There’s hardly been an article written, a blog posted (including this one, thanks for the update on my own use of irony), or a take heated in the last year that doesn’t find it necessary to explain the author’s attitude about the difference between Girls and Broad City. Go ahead and look up a dozen reviews of the Comedy Central series; odds on that at least ten of them will in some way evoke Lena Dunham’s HBO creation. Whether the piece favors one show or another, or finds them representative or not of a particular ‘voice’ or viewpoint, or thinks they show two sides of the same coin or the same side of two different coins, it would appear that Girls and Broad City are cultural conjoined twins, with one impossible to mention without reference to the other.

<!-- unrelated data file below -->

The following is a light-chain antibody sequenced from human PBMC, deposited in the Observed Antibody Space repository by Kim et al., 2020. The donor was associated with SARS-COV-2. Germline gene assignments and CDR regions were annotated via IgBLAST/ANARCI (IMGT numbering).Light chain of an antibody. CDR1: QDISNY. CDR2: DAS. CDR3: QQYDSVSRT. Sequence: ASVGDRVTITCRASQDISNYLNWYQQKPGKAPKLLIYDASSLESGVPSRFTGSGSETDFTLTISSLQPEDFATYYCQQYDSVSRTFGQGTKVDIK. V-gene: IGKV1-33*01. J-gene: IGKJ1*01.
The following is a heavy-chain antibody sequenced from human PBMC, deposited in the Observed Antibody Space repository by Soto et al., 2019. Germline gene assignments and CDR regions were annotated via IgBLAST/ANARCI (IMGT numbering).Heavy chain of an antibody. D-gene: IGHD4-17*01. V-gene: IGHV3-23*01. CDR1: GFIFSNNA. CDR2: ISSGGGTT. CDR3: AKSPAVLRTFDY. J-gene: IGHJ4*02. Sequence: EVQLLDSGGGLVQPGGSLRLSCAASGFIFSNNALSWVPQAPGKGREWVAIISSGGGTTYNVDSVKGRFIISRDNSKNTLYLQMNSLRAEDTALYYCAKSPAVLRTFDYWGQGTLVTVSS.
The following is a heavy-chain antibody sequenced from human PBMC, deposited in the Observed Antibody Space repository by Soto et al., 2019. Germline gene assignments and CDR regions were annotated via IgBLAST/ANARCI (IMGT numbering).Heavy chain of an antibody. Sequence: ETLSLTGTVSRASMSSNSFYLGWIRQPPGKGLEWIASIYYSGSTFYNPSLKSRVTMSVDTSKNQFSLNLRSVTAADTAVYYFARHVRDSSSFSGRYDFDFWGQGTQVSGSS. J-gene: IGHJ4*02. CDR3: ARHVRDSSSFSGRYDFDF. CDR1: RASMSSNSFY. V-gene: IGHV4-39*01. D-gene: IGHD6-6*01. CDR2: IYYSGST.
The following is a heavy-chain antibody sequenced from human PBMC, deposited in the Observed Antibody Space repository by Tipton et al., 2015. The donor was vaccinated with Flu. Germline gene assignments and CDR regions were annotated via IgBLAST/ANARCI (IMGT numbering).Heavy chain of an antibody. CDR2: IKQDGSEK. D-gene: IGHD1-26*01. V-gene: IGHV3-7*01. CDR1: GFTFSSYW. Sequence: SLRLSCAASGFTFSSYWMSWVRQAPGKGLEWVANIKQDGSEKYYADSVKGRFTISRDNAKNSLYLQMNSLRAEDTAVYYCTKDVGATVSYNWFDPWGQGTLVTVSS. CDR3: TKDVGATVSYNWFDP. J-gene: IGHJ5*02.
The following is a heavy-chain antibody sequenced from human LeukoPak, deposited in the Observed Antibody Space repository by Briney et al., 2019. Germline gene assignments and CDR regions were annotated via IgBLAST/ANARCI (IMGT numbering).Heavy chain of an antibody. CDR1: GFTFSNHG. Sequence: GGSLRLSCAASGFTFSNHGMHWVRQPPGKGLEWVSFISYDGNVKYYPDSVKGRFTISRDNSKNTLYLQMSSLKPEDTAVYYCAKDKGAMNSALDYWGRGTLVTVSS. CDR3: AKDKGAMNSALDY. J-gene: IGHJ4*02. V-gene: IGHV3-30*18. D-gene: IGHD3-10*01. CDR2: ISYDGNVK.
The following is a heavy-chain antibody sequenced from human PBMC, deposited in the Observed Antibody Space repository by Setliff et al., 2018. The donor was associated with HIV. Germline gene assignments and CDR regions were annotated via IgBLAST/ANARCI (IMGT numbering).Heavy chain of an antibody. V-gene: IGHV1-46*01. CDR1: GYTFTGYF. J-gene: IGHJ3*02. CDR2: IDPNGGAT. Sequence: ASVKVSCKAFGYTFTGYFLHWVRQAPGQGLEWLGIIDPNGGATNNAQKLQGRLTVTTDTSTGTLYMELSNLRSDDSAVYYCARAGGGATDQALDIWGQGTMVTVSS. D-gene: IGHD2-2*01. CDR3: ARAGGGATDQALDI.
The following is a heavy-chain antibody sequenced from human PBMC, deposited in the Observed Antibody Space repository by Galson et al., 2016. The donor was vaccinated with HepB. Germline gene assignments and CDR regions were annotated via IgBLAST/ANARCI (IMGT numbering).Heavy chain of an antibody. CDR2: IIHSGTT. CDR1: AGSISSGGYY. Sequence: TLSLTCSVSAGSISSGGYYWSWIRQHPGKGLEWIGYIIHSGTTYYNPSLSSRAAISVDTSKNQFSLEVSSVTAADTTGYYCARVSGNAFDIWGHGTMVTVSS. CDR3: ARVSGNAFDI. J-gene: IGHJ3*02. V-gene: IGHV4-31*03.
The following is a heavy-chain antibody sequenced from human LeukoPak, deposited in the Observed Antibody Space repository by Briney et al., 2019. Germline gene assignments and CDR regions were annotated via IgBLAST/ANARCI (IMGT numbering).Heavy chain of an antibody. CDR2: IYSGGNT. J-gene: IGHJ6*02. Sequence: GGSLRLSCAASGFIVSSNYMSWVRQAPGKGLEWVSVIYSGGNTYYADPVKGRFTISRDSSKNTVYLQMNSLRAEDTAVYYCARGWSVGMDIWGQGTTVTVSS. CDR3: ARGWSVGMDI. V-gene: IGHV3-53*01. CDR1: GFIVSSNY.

And this is strange, because, really, the shows aren’t all that similar. In tone, in spirit, in direction and approach, in intent and in delivery, they’re almost complete opposites; while both feature the stuttering efforts of young women in New York to cope with life, they are as different as M*A*S*H and Hogan’s Heroes, and their focus on hip urban females no more make them of a piece than are those two shows comparable because they both were sitcoms that took place during a war. In some ways, Broad City may get the better end of this devil’s bargain, because although they come from similar backgrounds, neither Glazer nor Jacobson seem to trigger the kind of hate-boners amongst cultural conservatives Lena Dunham does. But the way critics and commenters yoke them together like a horse and carriage gives cause to wonder if there isn’t more than a little retrograde sexism at work here.